How are language disorders diagnosed?
Language disorder diagnosis starts with a pediatrician ruling out hearing problems or other sensory impairments that could impact language. A speech-language pathologist (SLP) then evaluates the child’s ability to comprehend and express language.
The SLP will conduct standardized tests to observe how the child:
- Follows directions
- Repeats phrases or rhymes
- Understands names of things
- Performs other language activities
In order to be diagnosed with a language disorder, a child must have an impairment in using language to communicate or carry on a conversation.
How are language disorders treated?
Language disorders can be treated in the following ways:
- Speech and language therapy: A speech-language pathologist may use different methods to help the child with language development by:
- Using toys, books, pictures, or objects
- Boosting phonological awareness
- Building vocabulary
- Using strategies to improve reading comprehension
- Using language to express complex ideas
- Asking and answering questions
- Engaging in simple activities, such as craft projects
- Improving social communication skills with back-and-forth conversation
- Counseling and cognitive behavior therapy: This helps treat related emotional or behavioral problems.
- Home care: Parents can help language development in a child by:
- Reading and narrating stories
- Speaking clearly, slowly, and briefly
- Listening and responding when the child speaks
- Keeping the atmosphere relaxed
- Making the child repeat instructions in their own words
Rosenbaum S, Simon P (eds.). Speech and Language Disorders in Children. Washington (DC): National Academies Press (US); 2016 Apr 6. https://www.ncbi.nlm.nih.gov/books/NBK356279/
Vining CB, Guiberson M (eds.). Enhancing Language Services to Native American Children: A Look from the Inside. Language Disorders. June 2021; 41 (2). https://journals.lww.com/topicsinlanguagedisorders/pages/default.aspx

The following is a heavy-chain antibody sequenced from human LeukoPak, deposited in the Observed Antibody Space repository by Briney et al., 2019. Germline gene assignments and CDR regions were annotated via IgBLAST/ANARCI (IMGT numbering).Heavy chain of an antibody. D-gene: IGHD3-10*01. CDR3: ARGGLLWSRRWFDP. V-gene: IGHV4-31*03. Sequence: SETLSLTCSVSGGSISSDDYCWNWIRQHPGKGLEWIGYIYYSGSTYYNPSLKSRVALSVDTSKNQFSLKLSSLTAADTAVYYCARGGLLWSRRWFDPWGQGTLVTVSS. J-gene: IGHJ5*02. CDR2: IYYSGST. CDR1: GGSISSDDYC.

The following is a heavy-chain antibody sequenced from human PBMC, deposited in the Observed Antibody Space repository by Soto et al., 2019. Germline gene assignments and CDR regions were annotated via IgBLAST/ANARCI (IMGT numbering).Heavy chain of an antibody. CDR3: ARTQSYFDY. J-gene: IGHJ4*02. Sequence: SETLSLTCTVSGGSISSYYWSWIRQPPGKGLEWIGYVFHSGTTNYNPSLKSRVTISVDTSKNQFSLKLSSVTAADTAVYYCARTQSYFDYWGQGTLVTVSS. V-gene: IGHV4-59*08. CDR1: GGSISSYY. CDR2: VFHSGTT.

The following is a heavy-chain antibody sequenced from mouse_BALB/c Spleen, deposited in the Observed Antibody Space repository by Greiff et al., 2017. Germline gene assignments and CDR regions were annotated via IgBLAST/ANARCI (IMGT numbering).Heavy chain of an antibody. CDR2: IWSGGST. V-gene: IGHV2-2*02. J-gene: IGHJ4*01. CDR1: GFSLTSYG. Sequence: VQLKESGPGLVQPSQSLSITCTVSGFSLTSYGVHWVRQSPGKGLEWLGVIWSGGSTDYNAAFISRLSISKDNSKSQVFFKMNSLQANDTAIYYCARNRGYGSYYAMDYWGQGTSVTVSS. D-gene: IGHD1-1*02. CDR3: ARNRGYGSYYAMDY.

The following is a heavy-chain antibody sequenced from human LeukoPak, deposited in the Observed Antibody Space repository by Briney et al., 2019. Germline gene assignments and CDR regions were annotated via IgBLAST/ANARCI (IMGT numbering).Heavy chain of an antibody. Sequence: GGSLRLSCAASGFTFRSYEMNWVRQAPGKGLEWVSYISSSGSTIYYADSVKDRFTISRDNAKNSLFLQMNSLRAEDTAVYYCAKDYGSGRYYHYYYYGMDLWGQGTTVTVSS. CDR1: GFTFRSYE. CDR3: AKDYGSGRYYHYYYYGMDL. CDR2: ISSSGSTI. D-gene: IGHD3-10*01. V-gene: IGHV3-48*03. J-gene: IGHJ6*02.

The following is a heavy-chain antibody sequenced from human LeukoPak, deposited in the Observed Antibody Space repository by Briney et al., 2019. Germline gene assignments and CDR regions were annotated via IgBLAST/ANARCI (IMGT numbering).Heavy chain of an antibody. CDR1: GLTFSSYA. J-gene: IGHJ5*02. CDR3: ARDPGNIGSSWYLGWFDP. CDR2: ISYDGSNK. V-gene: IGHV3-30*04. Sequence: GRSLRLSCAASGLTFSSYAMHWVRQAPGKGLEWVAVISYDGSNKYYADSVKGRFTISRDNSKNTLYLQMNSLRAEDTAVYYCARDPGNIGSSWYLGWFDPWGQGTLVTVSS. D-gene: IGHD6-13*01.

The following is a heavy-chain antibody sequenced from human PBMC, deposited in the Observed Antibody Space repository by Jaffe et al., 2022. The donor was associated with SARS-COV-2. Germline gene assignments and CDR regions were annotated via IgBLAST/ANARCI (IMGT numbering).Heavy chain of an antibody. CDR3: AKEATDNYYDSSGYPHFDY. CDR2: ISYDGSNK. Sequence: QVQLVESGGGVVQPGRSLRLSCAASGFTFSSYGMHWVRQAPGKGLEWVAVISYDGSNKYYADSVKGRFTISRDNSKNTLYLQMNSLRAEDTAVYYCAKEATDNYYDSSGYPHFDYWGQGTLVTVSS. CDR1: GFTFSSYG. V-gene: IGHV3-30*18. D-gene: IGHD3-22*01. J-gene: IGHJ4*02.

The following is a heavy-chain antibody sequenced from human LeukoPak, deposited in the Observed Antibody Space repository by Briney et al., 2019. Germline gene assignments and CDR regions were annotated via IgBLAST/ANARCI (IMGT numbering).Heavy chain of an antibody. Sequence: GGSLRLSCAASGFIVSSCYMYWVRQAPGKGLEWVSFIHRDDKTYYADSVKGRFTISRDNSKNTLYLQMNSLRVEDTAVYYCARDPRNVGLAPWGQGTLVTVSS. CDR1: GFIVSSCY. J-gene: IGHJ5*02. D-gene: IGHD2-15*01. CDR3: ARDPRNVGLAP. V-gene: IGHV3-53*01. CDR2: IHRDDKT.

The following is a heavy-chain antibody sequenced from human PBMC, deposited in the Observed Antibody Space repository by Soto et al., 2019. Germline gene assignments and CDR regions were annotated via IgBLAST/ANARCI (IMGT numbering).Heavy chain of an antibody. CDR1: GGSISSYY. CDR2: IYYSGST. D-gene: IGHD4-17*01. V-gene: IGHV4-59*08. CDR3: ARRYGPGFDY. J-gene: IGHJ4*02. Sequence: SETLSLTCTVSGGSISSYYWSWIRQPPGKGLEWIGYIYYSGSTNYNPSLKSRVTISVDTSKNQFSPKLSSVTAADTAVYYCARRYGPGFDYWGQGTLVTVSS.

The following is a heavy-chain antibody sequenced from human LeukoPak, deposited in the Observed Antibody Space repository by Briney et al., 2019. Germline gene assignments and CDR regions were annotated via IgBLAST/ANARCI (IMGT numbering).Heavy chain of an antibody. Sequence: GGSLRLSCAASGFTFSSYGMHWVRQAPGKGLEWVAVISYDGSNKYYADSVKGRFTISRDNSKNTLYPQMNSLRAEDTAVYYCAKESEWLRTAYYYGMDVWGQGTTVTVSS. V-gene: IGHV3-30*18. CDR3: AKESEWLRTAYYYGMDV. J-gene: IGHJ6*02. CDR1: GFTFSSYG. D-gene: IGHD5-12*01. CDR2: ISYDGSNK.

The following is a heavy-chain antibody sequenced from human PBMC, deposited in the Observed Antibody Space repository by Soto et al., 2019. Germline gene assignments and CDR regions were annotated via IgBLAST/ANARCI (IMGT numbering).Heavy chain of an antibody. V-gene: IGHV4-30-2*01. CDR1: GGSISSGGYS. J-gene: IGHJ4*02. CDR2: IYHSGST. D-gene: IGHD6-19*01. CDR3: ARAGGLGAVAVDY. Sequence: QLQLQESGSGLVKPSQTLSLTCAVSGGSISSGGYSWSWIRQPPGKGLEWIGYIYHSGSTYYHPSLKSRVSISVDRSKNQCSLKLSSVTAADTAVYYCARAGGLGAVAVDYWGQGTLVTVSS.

Top What Are Different Types of Language Disorders? Related Articles
Autism Spectrum DisorderAutism in children and adults is a developmental disorder, characterized by impaired development in communication, social interaction, and behavior. Autism is classified as a pervasive developmental disorder (PDD), which is part of a broad spectrum of developmental disorders affecting young children and adults. There are numerous theories and studies about the cause of autism. The treatment model for autism is an educational program that is suitable to an individual's developmental level of performance. There is no "cure" for autism.
Autism SlideshowWhat is autism? Learn about the signs, symptoms, and diagnosis of autism spectrum disorder. Get information about the causes of autism and available autism treatment options.
Autism QuizTake the Autism Spectrum Disorder Quiz related to the causes, reasons, symptoms, treatment, diagnosis, and therapies for this behavioral disorder.
Baby's 1st Yr SlideshowWhat developmental milestones can you expect to see during baby's first year? Find out when babies learn to smile, laugh, crawl, and talk.
Cerebral PalsyCerebral palsy (CP) is an abnormality of motor function and postural tone acquired at an early age (even before birth). Cerebral palsy is generally caused by brain trauma. Types of cerebral palsy include: spastic, dyskinetic (dystonic or choreoathetoid), hypotonic, and mixed types. There is no cure for cerebral palsy, and treatment is generally managing the symptoms of the condition.
Detecting Hearing Loss in ChildrenThere are many degrees of hearing, from normal hearing to deafness. Many states mandate the testing of newborns before leaving the hospital. The risk factors for hearing loss in children include